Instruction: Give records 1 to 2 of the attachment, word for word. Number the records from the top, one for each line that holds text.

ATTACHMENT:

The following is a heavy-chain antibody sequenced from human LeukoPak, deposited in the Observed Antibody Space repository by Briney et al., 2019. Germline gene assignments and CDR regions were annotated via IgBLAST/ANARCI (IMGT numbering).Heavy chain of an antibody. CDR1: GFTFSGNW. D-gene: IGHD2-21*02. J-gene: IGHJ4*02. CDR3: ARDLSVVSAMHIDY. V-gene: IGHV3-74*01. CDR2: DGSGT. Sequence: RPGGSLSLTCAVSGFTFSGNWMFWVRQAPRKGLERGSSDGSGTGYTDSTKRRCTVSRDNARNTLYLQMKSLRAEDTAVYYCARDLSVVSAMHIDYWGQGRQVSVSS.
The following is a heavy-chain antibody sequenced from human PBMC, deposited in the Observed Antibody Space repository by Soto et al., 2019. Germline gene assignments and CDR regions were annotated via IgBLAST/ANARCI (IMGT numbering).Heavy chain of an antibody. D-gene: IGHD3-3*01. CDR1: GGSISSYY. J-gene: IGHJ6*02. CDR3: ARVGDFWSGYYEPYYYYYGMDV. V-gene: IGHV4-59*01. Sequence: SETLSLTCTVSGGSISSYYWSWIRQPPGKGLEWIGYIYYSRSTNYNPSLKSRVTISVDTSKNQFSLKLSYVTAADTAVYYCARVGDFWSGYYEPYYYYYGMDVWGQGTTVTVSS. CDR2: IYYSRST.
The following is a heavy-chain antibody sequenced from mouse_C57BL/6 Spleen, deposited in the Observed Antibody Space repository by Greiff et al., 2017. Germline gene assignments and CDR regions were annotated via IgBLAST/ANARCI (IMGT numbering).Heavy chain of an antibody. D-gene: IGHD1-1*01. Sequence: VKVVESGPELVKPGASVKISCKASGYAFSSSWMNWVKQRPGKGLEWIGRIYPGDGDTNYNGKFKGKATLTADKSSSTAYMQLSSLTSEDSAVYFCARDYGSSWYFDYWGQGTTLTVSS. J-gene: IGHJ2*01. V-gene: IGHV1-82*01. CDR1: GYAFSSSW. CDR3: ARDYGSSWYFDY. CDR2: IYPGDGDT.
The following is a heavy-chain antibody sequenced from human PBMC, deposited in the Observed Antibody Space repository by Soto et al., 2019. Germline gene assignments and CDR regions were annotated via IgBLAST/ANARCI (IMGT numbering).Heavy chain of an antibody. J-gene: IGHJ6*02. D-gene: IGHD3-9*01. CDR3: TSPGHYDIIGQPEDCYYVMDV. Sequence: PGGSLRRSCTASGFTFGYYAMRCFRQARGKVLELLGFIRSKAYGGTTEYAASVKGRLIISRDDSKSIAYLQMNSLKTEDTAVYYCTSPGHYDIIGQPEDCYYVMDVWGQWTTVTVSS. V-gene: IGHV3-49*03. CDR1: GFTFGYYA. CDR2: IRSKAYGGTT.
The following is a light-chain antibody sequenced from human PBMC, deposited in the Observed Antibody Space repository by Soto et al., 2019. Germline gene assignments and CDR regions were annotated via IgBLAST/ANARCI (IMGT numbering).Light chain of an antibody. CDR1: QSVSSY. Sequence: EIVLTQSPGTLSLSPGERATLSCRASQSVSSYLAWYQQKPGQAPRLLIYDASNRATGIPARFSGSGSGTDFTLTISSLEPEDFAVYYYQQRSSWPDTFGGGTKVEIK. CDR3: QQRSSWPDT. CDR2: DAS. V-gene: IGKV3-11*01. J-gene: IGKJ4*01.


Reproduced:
The following is a heavy-chain antibody sequenced from human LeukoPak, deposited in the Observed Antibody Space repository by Briney et al., 2019. Germline gene assignments and CDR regions were annotated via IgBLAST/ANARCI (IMGT numbering).Heavy chain of an antibody. CDR1: GFTFSGNW. D-gene: IGHD2-21*02. J-gene: IGHJ4*02. CDR3: ARDLSVVSAMHIDY. V-gene: IGHV3-74*01. CDR2: DGSGT. Sequence: RPGGSLSLTCAVSGFTFSGNWMFWVRQAPRKGLERGSSDGSGTGYTDSTKRRCTVSRDNARNTLYLQMKSLRAEDTAVYYCARDLSVVSAMHIDYWGQGRQVSVSS.
The following is a heavy-chain antibody sequenced from human PBMC, deposited in the Observed Antibody Space repository by Soto et al., 2019. Germline gene assignments and CDR regions were annotated via IgBLAST/ANARCI (IMGT numbering).Heavy chain of an antibody. D-gene: IGHD3-3*01. CDR1: GGSISSYY. J-gene: IGHJ6*02. CDR3: ARVGDFWSGYYEPYYYYYGMDV. V-gene: IGHV4-59*01. Sequence: SETLSLTCTVSGGSISSYYWSWIRQPPGKGLEWIGYIYYSRSTNYNPSLKSRVTISVDTSKNQFSLKLSYVTAADTAVYYCARVGDFWSGYYEPYYYYYGMDVWGQGTTVTVSS. CDR2: IYYSRST.